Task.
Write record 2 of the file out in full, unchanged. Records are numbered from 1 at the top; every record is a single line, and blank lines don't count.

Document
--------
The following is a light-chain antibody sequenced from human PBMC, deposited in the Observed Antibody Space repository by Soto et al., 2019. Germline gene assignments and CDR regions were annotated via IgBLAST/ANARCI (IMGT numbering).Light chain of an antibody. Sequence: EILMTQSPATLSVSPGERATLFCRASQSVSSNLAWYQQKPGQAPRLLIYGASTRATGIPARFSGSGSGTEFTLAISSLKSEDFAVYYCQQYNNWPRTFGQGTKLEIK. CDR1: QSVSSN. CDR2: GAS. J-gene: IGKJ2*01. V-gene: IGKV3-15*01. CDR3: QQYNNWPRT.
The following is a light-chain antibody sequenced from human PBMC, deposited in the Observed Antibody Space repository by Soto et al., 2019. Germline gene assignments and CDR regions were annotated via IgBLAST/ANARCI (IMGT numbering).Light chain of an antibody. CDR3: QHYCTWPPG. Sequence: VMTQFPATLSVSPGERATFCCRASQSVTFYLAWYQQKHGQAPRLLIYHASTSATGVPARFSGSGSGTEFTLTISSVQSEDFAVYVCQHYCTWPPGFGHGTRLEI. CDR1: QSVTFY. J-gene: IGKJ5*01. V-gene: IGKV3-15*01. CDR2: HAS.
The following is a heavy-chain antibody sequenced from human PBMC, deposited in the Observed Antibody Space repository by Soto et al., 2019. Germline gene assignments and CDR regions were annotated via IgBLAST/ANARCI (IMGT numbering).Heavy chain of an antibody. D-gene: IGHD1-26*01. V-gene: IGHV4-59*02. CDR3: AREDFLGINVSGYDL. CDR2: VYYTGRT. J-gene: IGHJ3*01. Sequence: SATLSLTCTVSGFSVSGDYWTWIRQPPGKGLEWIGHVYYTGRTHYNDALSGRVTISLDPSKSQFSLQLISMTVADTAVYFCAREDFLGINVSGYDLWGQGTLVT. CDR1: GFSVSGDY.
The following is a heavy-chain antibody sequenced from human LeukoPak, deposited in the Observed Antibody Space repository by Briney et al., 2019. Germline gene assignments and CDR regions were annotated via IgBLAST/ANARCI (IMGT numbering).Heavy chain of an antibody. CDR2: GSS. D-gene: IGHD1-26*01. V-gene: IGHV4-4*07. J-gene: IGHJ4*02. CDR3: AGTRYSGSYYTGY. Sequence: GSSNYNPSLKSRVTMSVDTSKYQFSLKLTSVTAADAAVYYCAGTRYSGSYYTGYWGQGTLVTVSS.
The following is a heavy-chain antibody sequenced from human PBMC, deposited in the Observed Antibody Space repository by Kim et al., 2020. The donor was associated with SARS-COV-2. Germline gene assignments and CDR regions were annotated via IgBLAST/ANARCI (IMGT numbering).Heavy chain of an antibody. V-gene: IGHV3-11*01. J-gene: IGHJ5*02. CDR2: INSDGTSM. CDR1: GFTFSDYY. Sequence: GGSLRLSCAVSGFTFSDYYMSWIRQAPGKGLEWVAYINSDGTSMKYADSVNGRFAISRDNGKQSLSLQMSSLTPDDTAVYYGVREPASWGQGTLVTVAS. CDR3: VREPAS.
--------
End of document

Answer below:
The following is a light-chain antibody sequenced from human PBMC, deposited in the Observed Antibody Space repository by Soto et al., 2019. Germline gene assignments and CDR regions were annotated via IgBLAST/ANARCI (IMGT numbering).Light chain of an antibody. CDR3: QHYCTWPPG. Sequence: VMTQFPATLSVSPGERATFCCRASQSVTFYLAWYQQKHGQAPRLLIYHASTSATGVPARFSGSGSGTEFTLTISSVQSEDFAVYVCQHYCTWPPGFGHGTRLEI. CDR1: QSVTFY. J-gene: IGKJ5*01. V-gene: IGKV3-15*01. CDR2: HAS.